R for Everyone

With the increasing prevalence of data in our daily lives, new and better tools are needed to analyze the deluge. Traditionally there have been two ends of the spectrum: lightweight, individual analysis using tools like Excel or SPSS and heavy-duty, high-performance analysis built with C++ and the like. With the increasing strength of personal computers grew a middle ground that was both interactive and robust. Analysis done by an individual on his or her own computer in an exploratory fashion could quickly be transformed into something destined for a server, underpinning advanced business processes. This area is the domain of R, Python, and other scripted languages.

R, invented by Robert Gentleman and Ross Ihaka of the University of Auckland in 1993, grew out of S, which was invented by John Chambers at Bell Labs. It is a high-level language that was originally intended to be run interactively where the user runs a command, gets a result, and then runs another command. It has since evolved into a language that can also be embedded in systems and tackle complex problems. In addition to transforming and analyzing data, R can produce amazing graphics and reports with ease. It is now being used as a full stack for data analysis, extracting and transforming data, fitting models, drawing inferences and making predictions, and plotting and reporting results.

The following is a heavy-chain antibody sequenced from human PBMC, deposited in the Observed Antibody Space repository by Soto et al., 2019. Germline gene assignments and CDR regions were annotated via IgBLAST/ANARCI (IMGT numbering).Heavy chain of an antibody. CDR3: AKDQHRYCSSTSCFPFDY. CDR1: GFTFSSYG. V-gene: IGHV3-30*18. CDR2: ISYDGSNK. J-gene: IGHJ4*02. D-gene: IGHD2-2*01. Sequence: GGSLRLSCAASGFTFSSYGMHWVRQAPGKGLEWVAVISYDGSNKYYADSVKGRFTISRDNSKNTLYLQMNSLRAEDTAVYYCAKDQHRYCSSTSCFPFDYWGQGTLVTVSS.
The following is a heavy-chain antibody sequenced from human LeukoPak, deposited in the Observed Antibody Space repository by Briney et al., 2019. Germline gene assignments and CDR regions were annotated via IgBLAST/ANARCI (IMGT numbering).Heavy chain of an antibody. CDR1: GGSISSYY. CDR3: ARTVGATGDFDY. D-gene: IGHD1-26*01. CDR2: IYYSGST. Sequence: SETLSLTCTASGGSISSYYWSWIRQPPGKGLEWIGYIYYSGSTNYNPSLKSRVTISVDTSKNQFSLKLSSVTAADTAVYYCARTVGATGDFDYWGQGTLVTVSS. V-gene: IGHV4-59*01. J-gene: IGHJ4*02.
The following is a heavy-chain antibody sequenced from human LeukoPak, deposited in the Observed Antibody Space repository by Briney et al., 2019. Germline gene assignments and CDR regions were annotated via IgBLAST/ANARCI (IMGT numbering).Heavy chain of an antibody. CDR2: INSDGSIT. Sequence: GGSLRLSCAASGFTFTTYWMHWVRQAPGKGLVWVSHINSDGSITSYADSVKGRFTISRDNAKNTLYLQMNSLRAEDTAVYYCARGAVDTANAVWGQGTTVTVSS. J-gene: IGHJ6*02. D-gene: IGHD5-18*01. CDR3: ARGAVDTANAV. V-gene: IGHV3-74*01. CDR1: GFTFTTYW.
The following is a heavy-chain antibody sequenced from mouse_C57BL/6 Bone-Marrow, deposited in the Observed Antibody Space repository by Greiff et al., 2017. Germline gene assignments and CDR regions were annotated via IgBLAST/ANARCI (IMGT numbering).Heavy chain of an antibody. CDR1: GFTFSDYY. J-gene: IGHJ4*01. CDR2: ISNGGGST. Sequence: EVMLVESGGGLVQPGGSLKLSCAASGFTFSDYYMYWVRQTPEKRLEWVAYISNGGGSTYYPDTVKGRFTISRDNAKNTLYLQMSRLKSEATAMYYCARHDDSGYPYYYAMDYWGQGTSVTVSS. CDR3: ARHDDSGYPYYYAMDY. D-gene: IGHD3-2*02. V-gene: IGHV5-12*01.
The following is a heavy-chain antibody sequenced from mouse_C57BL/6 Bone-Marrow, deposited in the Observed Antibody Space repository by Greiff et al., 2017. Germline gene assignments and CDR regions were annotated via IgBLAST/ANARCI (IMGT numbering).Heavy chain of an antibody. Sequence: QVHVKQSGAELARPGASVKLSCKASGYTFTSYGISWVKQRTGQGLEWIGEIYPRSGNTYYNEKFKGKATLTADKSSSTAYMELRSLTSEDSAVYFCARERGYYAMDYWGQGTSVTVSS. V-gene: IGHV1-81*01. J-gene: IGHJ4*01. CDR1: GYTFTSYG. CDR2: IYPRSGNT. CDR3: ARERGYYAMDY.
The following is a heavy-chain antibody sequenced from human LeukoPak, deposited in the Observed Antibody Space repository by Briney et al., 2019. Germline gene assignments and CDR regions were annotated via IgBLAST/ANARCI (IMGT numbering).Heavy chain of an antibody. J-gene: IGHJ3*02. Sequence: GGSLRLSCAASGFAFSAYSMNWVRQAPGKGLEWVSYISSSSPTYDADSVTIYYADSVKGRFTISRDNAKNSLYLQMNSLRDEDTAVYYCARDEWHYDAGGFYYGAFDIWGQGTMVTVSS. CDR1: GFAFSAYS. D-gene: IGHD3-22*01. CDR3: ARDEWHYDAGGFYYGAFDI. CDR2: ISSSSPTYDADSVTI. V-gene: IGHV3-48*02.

R’s popularity has skyrocketed since the late 2000s, as it has stepped out of academia and into banking, marketing, pharmaceuticals, politics, genomics and many other fields. Its new users are often shifting from low-level, compiled languages like C++, other statistical packages such as SAS or SPSS, and from the 800-pound gorilla, Excel. This time period also saw a rapid surge in the number of add-on package libraries of prewritten code that extend R’s functionality. While R can sometimes be intimidating to beginners, especially for those without programming experience, I find that programming analysis, instead of pointing and clicking, soon becomes much easier, more convenient and more reliable. It is my goal to make that learning process easier and quicker.

R for everyone lays out information in a way I wish I were taught when learning R in graduate school. Coming full circle, the content of this book was developed in conjunction with the data science course that writer teaches at Columbia University. It is not meant to cover every minute detail of R, but rather the 20% of functionality needed to accomplish 80% of the work.